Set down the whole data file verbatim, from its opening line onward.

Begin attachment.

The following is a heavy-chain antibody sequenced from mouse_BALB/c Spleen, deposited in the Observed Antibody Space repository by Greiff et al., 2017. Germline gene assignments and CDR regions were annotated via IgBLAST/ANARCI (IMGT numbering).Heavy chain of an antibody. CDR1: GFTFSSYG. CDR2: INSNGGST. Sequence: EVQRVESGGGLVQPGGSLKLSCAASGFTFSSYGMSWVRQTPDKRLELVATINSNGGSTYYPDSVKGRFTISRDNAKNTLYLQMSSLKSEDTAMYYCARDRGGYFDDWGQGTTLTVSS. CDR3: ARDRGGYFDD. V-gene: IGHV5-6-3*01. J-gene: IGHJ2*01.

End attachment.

The following is a heavy-chain antibody sequenced from mouse_BALB/c Spleen, deposited in the Observed Antibody Space repository by Greiff et al., 2017. Germline gene assignments and CDR regions were annotated via IgBLAST/ANARCI (IMGT numbering).Heavy chain of an antibody. CDR1: GFTFSSYG. CDR2: INSNGGST. Sequence: EVQRVESGGGLVQPGGSLKLSCAASGFTFSSYGMSWVRQTPDKRLELVATINSNGGSTYYPDSVKGRFTISRDNAKNTLYLQMSSLKSEDTAMYYCARDRGGYFDDWGQGTTLTVSS. CDR3: ARDRGGYFDD. V-gene: IGHV5-6-3*01. J-gene: IGHJ2*01.